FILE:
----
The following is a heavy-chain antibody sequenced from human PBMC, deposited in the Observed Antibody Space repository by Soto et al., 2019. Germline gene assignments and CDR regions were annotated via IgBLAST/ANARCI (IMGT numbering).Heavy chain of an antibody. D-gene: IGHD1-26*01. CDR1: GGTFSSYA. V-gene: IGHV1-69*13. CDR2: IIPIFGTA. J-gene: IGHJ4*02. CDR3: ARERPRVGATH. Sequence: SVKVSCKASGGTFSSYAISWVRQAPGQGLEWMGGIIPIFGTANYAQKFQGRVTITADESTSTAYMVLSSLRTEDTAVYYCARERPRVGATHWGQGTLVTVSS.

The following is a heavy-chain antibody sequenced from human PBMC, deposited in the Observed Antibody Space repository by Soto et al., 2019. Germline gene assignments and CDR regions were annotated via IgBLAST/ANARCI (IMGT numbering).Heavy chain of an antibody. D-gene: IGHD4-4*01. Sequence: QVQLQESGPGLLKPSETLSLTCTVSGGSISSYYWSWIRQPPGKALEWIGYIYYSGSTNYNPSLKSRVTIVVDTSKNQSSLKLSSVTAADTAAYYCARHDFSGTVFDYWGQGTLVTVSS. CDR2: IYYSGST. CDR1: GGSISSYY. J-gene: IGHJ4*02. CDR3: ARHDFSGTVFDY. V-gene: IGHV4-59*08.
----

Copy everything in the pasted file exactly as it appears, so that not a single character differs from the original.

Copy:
The following is a heavy-chain antibody sequenced from human PBMC, deposited in the Observed Antibody Space repository by Soto et al., 2019. Germline gene assignments and CDR regions were annotated via IgBLAST/ANARCI (IMGT numbering).Heavy chain of an antibody. D-gene: IGHD1-26*01. CDR1: GGTFSSYA. V-gene: IGHV1-69*13. CDR2: IIPIFGTA. J-gene: IGHJ4*02. CDR3: ARERPRVGATH. Sequence: SVKVSCKASGGTFSSYAISWVRQAPGQGLEWMGGIIPIFGTANYAQKFQGRVTITADESTSTAYMVLSSLRTEDTAVYYCARERPRVGATHWGQGTLVTVSS.

The following is a heavy-chain antibody sequenced from human PBMC, deposited in the Observed Antibody Space repository by Soto et al., 2019. Germline gene assignments and CDR regions were annotated via IgBLAST/ANARCI (IMGT numbering).Heavy chain of an antibody. D-gene: IGHD4-4*01. Sequence: QVQLQESGPGLLKPSETLSLTCTVSGGSISSYYWSWIRQPPGKALEWIGYIYYSGSTNYNPSLKSRVTIVVDTSKNQSSLKLSSVTAADTAAYYCARHDFSGTVFDYWGQGTLVTVSS. CDR2: IYYSGST. CDR1: GGSISSYY. J-gene: IGHJ4*02. CDR3: ARHDFSGTVFDY. V-gene: IGHV4-59*08.